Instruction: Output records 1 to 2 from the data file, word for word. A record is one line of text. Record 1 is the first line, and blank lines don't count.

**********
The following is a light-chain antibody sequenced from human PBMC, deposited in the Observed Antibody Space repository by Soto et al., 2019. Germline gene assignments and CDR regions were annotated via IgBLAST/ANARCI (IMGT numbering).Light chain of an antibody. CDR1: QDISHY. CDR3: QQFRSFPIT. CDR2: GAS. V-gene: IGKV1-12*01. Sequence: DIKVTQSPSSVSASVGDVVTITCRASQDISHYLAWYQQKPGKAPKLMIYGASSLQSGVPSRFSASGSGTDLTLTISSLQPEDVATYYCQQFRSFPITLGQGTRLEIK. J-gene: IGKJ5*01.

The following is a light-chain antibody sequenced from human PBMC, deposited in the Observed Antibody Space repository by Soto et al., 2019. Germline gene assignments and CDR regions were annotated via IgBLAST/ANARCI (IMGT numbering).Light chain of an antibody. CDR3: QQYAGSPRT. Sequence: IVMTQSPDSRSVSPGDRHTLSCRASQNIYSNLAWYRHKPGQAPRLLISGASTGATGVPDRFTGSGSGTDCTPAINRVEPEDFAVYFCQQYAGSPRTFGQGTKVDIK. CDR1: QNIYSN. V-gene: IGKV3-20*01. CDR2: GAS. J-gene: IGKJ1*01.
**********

The following is a light-chain antibody sequenced from human PBMC, deposited in the Observed Antibody Space repository by Soto et al., 2019. Germline gene assignments and CDR regions were annotated via IgBLAST/ANARCI (IMGT numbering).Light chain of an antibody. CDR1: QDISHY. CDR3: QQFRSFPIT. CDR2: GAS. V-gene: IGKV1-12*01. Sequence: DIKVTQSPSSVSASVGDVVTITCRASQDISHYLAWYQQKPGKAPKLMIYGASSLQSGVPSRFSASGSGTDLTLTISSLQPEDVATYYCQQFRSFPITLGQGTRLEIK. J-gene: IGKJ5*01.

The following is a light-chain antibody sequenced from human PBMC, deposited in the Observed Antibody Space repository by Soto et al., 2019. Germline gene assignments and CDR regions were annotated via IgBLAST/ANARCI (IMGT numbering).Light chain of an antibody. CDR3: QQYAGSPRT. Sequence: IVMTQSPDSRSVSPGDRHTLSCRASQNIYSNLAWYRHKPGQAPRLLISGASTGATGVPDRFTGSGSGTDCTPAINRVEPEDFAVYFCQQYAGSPRTFGQGTKVDIK. CDR1: QNIYSN. V-gene: IGKV3-20*01. CDR2: GAS. J-gene: IGKJ1*01.